No Gains to Be Found in the Release

PGF Outdoors in Elizabeth City has a league competition underway. There are a number of really good archers shooting. Several have attended USA Archery Indoor Nationals and many are upper level 3D shooters. One travels the country competing – and she’s the youngest among the top archers.

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I’ve been shooting in those league events. There will be eight contests before the conclusion and were at number four in the series. The target is a Vegas 3-spot, 30 arrows and they are scoring the outer 10 ring as a 10 and in inner as a 10X. With that larger 10 ring I would hope to have been shooting 300 every time.

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Because the range is small (still a nice size for an archery shop) archers can compete on Thursday night or Saturday morning

I shot my best score the first night. That time I used a thumb release. All other times I have used a hinge release. My average has been 287 with last night’s low of 285 and the thumb release night earning a score of 289. It has been somewhat frustrating. I feel I should be shooting no less than 296 with by now at least one 300. But, it just isn’t happening.

It’s not like my arrows are all over the place. The groups are tight even though last night I hit one 8.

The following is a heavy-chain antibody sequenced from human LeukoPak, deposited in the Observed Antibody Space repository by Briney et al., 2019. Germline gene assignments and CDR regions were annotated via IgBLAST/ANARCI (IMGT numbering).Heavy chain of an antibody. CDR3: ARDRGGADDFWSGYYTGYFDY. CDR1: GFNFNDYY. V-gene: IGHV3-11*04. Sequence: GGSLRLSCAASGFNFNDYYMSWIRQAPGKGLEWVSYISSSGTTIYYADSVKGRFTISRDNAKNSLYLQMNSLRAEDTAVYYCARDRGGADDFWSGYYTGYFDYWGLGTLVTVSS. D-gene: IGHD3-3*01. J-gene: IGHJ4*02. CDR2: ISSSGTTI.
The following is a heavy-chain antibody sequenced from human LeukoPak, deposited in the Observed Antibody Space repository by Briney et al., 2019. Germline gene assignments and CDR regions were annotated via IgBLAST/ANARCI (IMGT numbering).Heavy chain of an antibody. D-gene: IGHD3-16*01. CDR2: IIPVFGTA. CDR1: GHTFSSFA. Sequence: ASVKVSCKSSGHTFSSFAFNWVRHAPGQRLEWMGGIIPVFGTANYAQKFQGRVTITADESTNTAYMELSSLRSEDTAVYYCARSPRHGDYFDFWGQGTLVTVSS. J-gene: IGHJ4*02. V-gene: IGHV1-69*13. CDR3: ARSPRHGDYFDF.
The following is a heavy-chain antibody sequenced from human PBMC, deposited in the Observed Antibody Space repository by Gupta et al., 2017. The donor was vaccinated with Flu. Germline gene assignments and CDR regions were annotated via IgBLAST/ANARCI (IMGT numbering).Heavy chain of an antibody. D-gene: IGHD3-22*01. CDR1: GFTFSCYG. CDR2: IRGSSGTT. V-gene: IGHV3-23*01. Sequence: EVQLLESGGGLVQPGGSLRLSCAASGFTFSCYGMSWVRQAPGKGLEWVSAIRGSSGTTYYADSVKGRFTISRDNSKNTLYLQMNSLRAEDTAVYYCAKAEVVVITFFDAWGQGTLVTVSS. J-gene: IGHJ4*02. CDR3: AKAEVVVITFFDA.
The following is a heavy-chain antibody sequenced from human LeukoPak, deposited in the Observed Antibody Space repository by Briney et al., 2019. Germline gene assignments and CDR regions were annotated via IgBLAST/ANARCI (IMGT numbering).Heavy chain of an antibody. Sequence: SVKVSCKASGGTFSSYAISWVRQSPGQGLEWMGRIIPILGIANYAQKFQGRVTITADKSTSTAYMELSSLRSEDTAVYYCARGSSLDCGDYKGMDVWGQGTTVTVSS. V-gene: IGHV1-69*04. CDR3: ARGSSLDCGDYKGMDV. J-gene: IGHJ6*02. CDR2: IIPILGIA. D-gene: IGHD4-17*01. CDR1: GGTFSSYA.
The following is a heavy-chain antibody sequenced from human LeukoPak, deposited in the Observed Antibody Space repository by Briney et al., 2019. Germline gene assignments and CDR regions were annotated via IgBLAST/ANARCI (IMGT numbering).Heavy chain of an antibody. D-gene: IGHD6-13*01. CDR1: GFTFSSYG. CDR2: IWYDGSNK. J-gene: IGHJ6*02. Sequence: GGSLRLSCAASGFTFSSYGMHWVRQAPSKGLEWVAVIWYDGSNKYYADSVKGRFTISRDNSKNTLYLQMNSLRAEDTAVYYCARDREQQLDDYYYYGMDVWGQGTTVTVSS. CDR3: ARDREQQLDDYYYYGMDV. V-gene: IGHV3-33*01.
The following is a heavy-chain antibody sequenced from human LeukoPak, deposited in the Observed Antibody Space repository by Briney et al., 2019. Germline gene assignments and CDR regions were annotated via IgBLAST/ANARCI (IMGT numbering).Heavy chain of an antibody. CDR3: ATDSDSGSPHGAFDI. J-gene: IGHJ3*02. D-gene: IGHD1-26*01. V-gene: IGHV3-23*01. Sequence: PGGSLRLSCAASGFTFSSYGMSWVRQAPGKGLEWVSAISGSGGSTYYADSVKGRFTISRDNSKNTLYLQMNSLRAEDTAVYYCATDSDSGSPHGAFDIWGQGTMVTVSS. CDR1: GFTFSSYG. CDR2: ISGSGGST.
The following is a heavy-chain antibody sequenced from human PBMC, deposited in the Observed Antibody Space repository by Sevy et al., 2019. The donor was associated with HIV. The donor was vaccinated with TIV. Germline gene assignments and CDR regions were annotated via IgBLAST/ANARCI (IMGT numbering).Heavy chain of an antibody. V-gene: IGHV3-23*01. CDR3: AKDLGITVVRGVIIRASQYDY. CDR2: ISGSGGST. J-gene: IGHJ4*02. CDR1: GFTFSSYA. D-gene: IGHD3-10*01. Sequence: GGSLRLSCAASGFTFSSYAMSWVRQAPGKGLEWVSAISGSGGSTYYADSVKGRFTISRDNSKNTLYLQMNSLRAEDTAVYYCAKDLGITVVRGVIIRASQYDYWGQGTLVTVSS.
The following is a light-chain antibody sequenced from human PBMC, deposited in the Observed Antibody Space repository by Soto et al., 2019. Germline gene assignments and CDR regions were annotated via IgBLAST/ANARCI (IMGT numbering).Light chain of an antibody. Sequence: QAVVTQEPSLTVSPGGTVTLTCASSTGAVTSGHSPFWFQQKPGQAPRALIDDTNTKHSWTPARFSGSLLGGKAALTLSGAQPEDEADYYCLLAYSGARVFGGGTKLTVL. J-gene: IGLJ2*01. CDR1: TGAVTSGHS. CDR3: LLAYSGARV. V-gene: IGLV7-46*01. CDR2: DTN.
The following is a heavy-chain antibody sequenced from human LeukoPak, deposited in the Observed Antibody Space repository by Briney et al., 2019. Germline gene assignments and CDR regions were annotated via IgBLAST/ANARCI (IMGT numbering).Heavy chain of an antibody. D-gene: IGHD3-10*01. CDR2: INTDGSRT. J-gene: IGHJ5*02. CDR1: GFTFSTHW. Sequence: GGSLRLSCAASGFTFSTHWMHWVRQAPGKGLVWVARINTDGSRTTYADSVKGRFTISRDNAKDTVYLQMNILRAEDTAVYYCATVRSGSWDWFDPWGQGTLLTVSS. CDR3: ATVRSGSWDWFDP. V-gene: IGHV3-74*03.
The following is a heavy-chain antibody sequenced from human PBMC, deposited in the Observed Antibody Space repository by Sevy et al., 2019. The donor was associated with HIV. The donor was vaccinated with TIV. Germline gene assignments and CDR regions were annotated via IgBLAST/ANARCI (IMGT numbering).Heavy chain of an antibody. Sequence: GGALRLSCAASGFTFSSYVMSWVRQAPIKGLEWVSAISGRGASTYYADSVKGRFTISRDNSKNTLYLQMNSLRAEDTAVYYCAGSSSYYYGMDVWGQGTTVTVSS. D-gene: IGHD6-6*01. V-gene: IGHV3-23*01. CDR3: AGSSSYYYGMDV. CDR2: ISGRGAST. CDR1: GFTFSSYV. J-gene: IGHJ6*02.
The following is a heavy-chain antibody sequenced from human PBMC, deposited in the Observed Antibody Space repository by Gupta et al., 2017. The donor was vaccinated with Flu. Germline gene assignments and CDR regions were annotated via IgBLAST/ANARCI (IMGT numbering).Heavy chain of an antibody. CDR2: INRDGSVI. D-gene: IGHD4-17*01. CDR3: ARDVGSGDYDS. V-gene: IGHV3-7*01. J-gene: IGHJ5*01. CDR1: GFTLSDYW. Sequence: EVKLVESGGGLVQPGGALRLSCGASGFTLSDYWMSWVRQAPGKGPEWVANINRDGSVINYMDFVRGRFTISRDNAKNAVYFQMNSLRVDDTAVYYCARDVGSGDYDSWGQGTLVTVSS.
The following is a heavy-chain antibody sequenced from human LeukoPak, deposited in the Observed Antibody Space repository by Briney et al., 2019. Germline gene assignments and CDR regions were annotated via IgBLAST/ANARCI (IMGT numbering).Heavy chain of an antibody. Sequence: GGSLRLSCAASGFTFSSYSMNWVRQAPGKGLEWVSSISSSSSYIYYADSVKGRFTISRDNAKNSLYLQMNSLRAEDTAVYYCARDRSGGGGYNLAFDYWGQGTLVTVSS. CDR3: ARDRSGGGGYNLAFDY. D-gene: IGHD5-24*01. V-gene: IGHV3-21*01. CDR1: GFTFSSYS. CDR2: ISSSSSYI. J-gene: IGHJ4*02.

A recent article in Live Science investigators pointed out something all elite swimmers already know – they go faster with their fingers slightly apart. The increase in speed is very little, however, when hundredths or thousandths of a second separates these athletes every little marginal gain counts. I’ve written about marginal gains and where they might be found in archery.

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When it comes to swim fast is good – coming out of the water under your own power is Rule Number 1.

By marginal gains I mean those small measures of improving an element of performance that when added together mount up to important differences. I’ve also mentioned that I am looking for a 4% gain in the past in order to reach an elite competitive status. That 4% had been 6%, then 5%, and 4%. I don’t attribute much of the 2% gain to practice. The gain came too fast for athletic improvement. I feel that small amount came from a change in stabilizers and addition weight.

Equipment can account for margin gains. The stabilizer improvements attest to the value of equipment to some degree. It still takes practice to get the most out of equipment and I practice a lot.

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In an experiment to learn whether the thumb release is an approach to gain a percentage I shot all morning going back and forth with a thumb versus hinge. Absolutely no difference over 120 arrows. Exact number of 10s and 9s every time. At the end of all scoring exactly 4% off the mark. But, I am fairly sure there are no more gains to be found from the release products I own.

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